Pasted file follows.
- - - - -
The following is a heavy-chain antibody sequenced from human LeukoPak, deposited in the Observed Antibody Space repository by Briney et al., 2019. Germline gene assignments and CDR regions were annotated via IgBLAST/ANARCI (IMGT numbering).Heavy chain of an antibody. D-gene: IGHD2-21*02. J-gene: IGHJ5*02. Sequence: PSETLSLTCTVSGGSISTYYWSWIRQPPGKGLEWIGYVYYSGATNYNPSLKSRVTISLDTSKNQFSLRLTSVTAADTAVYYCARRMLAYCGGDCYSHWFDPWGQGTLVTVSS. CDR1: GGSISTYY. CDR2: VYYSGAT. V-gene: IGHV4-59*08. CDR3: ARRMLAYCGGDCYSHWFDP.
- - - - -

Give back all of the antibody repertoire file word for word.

The following is a heavy-chain antibody sequenced from human LeukoPak, deposited in the Observed Antibody Space repository by Briney et al., 2019. Germline gene assignments and CDR regions were annotated via IgBLAST/ANARCI (IMGT numbering).Heavy chain of an antibody. D-gene: IGHD2-21*02. J-gene: IGHJ5*02. Sequence: PSETLSLTCTVSGGSISTYYWSWIRQPPGKGLEWIGYVYYSGATNYNPSLKSRVTISLDTSKNQFSLRLTSVTAADTAVYYCARRMLAYCGGDCYSHWFDPWGQGTLVTVSS. CDR1: GGSISTYY. CDR2: VYYSGAT. V-gene: IGHV4-59*08. CDR3: ARRMLAYCGGDCYSHWFDP.